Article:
Stop Listening When I’m Snoring!

(Post by Rick Dacri, January 28, 2015)


imagesSurveillance Pitfalls: Ignorance of Law Lands 3 Massachusetts’ Managers in Court

Imagine finding out you have an employee working on the night shift who you heard was sleeping on the job. Catching him doing it was going to be next to impossible, so you decide to hook up your video camera to catch him in the act. Brilliant!! You set it up and BAM, you catch him on tape. No questions, no denials, you got him. Fired for violating company policy, sleeping on the job. Perfect. High fives all around.

The only thing that would have made this sweeter was if it was legal—and that’s what three Massachusetts’ managers, including the HR manager, were thinking when they got dragged into court. You see, that fancy video camera included an audio component and now these 3 are in trouble. Without permission of the individual, they broke the law.

Under Massachusetts’s wiretapping law (known as the two-party consent law), it is a crime to secretly record a conversation, whether the conversation is in-person or taking place by telephone or another medium. As a result, you must inform the individual you are about to record them. This law applies to secret video recording when sound is captured. The penalties for this infraction include criminal prosecution and civil lawsuits.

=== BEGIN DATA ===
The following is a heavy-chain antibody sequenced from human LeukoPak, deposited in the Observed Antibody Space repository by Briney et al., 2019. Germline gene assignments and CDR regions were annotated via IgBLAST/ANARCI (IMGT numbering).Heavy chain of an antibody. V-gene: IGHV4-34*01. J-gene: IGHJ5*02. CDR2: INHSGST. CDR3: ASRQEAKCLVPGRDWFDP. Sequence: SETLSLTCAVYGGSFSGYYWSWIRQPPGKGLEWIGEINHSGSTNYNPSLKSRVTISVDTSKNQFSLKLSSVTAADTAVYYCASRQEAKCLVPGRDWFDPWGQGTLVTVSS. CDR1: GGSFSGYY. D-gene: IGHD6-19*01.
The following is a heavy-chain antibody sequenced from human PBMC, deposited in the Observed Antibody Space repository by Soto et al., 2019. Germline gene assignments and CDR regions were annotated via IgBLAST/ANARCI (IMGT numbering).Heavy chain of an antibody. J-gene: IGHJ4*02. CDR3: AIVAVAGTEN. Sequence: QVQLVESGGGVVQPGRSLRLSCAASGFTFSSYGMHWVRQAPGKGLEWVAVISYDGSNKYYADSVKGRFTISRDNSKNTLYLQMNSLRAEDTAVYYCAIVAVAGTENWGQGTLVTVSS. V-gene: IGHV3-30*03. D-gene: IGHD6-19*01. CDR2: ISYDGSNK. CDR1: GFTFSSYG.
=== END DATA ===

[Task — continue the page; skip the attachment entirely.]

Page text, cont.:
Yikes, this guy sleeps on the job, you catch him and you’re in trouble. Yup. It might not seem fair, but it is the law in Massachusetts.

Take away for everyone else:

Before you consider using hidden surveillance equipment consult with an expert adviser or labor attorney first. Secondly, cameras can never be installed in an area where individuals can reasonably expect privacy. And third, you should have as one court stated a “legitimate interest in the efficient operation of the workplace.” In other words, don’t do it because you’re simply curious about what’s going on.

With that said, here are some other things you should do:

  1. Tell employees in advance that the video monitoring will be occurring. Put it in your handbooks and discuss in employee meetings.
  2. Tell employees where the cameras would operate. Note how banks and stores warn you with signs upon entering.
  3. Do not record any sound—as these 3 guys will find out, the Courts prohibit this.
  4. Call the Dacri HR HelpLine (207-229-5954) for advice.
  5. Finally, never have a camera focused on one person.

The intent of these 3 managers was understandable, the execution was obviously flawed. If they knew the law, this would have never happened. It’s unfortunate.

If you need expert advice on compliance and employee issues, contact the HR HelpLine.

Other Posts you may like:

  1. Compliance: 6 Problem Areas For Employers
  2. Overtime Eligibility to Double: Prepare for Change
  3. Must You Pay Employees for “On-Call” Time?
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